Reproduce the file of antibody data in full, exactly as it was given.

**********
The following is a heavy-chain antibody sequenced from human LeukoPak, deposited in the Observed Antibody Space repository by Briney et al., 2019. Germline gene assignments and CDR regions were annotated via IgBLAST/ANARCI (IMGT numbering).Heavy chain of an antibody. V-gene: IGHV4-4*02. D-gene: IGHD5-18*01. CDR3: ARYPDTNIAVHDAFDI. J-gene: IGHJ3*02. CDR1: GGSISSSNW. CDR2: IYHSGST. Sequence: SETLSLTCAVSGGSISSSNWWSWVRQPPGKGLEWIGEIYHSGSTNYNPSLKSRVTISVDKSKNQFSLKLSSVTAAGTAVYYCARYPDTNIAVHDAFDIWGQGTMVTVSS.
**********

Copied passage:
The following is a heavy-chain antibody sequenced from human LeukoPak, deposited in the Observed Antibody Space repository by Briney et al., 2019. Germline gene assignments and CDR regions were annotated via IgBLAST/ANARCI (IMGT numbering).Heavy chain of an antibody. V-gene: IGHV4-4*02. D-gene: IGHD5-18*01. CDR3: ARYPDTNIAVHDAFDI. J-gene: IGHJ3*02. CDR1: GGSISSSNW. CDR2: IYHSGST. Sequence: SETLSLTCAVSGGSISSSNWWSWVRQPPGKGLEWIGEIYHSGSTNYNPSLKSRVTISVDKSKNQFSLKLSSVTAAGTAVYYCARYPDTNIAVHDAFDIWGQGTMVTVSS.